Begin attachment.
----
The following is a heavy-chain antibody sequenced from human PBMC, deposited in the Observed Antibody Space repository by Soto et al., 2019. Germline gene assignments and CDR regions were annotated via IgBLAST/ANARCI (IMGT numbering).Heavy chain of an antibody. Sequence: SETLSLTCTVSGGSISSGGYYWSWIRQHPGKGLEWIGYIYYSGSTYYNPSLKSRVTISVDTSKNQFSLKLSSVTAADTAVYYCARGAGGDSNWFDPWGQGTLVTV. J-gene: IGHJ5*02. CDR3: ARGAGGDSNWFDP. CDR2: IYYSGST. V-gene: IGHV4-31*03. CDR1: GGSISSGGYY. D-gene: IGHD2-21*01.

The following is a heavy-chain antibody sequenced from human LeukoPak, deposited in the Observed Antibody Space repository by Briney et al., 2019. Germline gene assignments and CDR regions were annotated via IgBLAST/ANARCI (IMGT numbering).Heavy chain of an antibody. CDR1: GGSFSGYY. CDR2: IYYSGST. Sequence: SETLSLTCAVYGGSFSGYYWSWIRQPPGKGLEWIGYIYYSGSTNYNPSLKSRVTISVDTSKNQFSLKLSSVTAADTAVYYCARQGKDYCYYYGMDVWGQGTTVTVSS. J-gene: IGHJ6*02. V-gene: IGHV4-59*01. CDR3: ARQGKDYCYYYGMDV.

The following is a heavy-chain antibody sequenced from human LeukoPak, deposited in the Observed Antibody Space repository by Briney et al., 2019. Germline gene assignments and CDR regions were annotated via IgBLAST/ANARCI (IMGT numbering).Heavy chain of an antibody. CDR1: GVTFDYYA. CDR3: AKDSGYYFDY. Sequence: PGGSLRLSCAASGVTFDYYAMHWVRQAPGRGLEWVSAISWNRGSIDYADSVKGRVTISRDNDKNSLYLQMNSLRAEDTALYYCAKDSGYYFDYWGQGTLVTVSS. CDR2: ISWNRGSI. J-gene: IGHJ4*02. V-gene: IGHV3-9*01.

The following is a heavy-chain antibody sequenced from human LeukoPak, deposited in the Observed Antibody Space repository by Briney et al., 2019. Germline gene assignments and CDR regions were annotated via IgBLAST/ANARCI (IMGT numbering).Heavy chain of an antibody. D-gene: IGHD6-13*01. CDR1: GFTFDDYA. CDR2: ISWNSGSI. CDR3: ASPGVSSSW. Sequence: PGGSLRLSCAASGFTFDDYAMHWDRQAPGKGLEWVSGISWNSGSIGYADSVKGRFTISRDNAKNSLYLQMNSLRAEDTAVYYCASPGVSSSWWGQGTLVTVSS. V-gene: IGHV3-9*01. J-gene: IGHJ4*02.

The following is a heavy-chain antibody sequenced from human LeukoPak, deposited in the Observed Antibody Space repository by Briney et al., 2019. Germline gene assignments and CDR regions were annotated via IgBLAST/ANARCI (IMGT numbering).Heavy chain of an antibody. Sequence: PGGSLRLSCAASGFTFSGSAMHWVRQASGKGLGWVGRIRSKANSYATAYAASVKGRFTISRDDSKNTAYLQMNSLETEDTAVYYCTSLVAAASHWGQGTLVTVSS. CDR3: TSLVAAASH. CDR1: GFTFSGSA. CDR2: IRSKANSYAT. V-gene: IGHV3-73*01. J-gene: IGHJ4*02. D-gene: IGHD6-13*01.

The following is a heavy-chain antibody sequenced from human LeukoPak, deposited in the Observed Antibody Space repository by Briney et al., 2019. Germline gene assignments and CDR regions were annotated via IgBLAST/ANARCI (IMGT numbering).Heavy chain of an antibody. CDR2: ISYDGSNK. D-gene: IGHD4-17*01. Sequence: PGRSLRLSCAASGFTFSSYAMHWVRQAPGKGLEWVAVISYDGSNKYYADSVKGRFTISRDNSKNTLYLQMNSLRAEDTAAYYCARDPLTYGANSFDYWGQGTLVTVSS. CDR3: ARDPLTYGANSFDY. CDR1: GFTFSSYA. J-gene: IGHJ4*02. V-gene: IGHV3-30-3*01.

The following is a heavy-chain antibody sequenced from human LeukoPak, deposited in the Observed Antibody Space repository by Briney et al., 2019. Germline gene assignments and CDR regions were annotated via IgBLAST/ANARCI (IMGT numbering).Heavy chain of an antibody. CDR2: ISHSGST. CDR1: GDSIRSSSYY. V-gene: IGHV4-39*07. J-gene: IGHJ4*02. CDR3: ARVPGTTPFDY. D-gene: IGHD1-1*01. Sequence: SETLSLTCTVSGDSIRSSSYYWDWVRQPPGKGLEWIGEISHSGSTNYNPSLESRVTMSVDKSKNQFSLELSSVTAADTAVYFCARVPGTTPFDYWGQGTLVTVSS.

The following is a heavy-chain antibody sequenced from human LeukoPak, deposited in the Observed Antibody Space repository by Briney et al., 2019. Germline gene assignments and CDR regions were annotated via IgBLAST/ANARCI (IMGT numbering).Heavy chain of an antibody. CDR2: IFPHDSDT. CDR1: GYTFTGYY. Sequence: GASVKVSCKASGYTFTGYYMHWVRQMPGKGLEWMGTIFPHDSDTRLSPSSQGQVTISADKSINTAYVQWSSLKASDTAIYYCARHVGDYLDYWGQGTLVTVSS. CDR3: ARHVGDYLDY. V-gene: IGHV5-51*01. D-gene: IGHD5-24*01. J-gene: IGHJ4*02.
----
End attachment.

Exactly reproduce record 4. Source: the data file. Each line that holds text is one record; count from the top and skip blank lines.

The following is a heavy-chain antibody sequenced from human LeukoPak, deposited in the Observed Antibody Space repository by Briney et al., 2019. Germline gene assignments and CDR regions were annotated via IgBLAST/ANARCI (IMGT numbering).Heavy chain of an antibody. D-gene: IGHD6-13*01. CDR1: GFTFDDYA. CDR2: ISWNSGSI. CDR3: ASPGVSSSW. Sequence: PGGSLRLSCAASGFTFDDYAMHWDRQAPGKGLEWVSGISWNSGSIGYADSVKGRFTISRDNAKNSLYLQMNSLRAEDTAVYYCASPGVSSSWWGQGTLVTVSS. V-gene: IGHV3-9*01. J-gene: IGHJ4*02.